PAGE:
Bob Barron

It is a great pleasure to present the exhibition The Art of Bob Barron at Grey College, Durham University. In this exhibition Barron’s work has two distinct mediums – images on reclaimed slate (often incised or imprinted) arranged in interesting compositions and collage works, often on distressed corrugated cardboard. In addition in the series The Long Winter of Jean Sibelius, based on the life of the Finish composer who lived 1865 – 1957, Barron uses painted tree branches together with geometric forms composed in spatial relationships and in monochrome.

Much of Barron’s work which is featured in the present exhibition makes use of slate and I would suggest its associations in our minds of early mark making, as well as its many colours demonstrated here – not just grey or blue. In its natural state slate may be considered silent (indeed the expression ‘to wipe the slate clean’ actually suggests a virgin state arrived at again), as well as hard and flat. Barron has chosen to work with this medium in its element-worn condition, rather than the pristine black unused slate so beloved of craft shops and amateur craft workers. The artist I feel demonstrates that slate can be as attractive on close inspection as marble – or perhaps from this region in particular we could say as Frosterley marble. Very often Barron traces that form seen reflected on a wet stone roof – the full round moon. His incised discs share the same elegant form found in some of Barbara Hepworth’s later lithographs representing sun and moon.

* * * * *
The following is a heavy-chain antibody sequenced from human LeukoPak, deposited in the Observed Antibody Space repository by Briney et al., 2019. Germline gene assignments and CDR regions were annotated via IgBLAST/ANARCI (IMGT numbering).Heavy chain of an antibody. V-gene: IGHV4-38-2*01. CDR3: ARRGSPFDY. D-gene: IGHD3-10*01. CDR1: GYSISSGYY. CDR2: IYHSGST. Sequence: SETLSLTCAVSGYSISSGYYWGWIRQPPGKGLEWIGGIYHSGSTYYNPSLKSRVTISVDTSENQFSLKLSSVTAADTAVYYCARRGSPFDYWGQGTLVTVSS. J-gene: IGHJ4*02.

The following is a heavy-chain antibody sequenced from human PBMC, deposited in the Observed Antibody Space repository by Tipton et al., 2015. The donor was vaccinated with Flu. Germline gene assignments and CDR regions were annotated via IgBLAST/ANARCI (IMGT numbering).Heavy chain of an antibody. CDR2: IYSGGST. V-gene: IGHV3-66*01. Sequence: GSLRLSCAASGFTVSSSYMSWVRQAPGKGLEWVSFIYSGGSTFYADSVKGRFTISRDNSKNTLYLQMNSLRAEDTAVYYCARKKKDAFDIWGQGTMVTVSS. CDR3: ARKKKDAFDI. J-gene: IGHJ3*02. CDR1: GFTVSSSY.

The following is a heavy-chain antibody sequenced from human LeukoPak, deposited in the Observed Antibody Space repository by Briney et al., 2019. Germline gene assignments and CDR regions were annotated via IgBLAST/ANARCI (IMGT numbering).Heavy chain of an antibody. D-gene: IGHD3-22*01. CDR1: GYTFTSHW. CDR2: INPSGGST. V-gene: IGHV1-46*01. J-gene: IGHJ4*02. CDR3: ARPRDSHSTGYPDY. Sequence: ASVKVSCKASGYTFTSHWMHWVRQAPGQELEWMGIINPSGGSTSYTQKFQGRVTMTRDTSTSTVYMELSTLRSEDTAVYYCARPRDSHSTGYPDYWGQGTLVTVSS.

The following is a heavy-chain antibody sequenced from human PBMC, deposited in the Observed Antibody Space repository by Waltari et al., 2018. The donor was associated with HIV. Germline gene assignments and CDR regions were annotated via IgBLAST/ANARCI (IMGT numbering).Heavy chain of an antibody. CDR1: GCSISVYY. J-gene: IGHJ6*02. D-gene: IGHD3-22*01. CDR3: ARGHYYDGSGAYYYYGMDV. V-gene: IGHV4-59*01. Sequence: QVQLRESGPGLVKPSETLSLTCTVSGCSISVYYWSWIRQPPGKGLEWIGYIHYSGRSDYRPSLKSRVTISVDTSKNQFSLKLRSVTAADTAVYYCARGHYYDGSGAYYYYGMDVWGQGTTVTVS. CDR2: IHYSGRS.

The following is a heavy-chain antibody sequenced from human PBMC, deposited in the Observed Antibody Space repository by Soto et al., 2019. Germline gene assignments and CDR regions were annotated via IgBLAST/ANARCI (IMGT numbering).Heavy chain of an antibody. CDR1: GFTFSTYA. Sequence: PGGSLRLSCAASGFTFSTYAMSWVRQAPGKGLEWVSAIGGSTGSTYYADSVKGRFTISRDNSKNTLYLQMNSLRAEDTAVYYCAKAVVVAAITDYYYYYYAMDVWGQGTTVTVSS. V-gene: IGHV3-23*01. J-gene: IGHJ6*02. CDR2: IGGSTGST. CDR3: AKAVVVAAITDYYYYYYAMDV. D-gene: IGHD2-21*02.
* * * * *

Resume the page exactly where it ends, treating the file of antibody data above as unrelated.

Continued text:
The other challenging and decidedly non-traditional medium Barron has chosen to use as the basis for his work is equally unusual and worthy of mention here as well as inclusion in any exhibition attempting to show a range of this artist’s work. Like slate, cardboard is not something which is regarded as having any intrinsic value whatsoever; quite the reverse, in fact. It is associated with the cheap and the ephemeral or throwaway; it is like an artist choosing to work with cabbage leaves, rags, newspaper, straw or broken bottles. Additionally, for many of the pieces chosen for this exhibition, Barron has further worked on the cardboard, distressing the reclaimed boxes and thereby exposing the corrugated layers beneath the outer surface, much like the wafer layers making up a piece of slate in fact.

Barron’s art reflects an understanding of astronomy and an interest in the long history of human kind. Images representing a vast timeline exposed in fossils are juxtaposed with snapshots of contemporary human lives and images from antiquity. There are foot and hand prints as well as manufactured artefacts like spoons. This makes for very imaginative and original art. The compositions are aesthetically pleasing but also thoughtful and challenging. The underlying intellectual structure of Barron’s art is combined with imagination and spontaneity to present work of integrity and beauty.

This is an important exhibition for the development of fine art in Durham University. I hope viewers will be stimulated and inspired as much as I am.

Henry Dyson
Keeper of Fine Art in the University of Durham and Fellow of Grey College.
February 2013